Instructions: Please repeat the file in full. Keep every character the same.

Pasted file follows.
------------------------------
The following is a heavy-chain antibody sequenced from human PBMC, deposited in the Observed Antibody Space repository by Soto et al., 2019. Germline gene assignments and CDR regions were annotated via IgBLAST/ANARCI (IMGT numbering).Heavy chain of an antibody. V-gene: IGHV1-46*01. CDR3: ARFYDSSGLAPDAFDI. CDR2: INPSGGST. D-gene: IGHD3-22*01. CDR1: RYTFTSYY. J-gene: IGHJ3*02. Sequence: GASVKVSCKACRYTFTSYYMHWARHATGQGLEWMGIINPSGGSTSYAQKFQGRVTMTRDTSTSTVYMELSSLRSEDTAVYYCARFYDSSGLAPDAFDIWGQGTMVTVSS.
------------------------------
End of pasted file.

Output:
The following is a heavy-chain antibody sequenced from human PBMC, deposited in the Observed Antibody Space repository by Soto et al., 2019. Germline gene assignments and CDR regions were annotated via IgBLAST/ANARCI (IMGT numbering).Heavy chain of an antibody. V-gene: IGHV1-46*01. CDR3: ARFYDSSGLAPDAFDI. CDR2: INPSGGST. D-gene: IGHD3-22*01. CDR1: RYTFTSYY. J-gene: IGHJ3*02. Sequence: GASVKVSCKACRYTFTSYYMHWARHATGQGLEWMGIINPSGGSTSYAQKFQGRVTMTRDTSTSTVYMELSSLRSEDTAVYYCARFYDSSGLAPDAFDIWGQGTMVTVSS.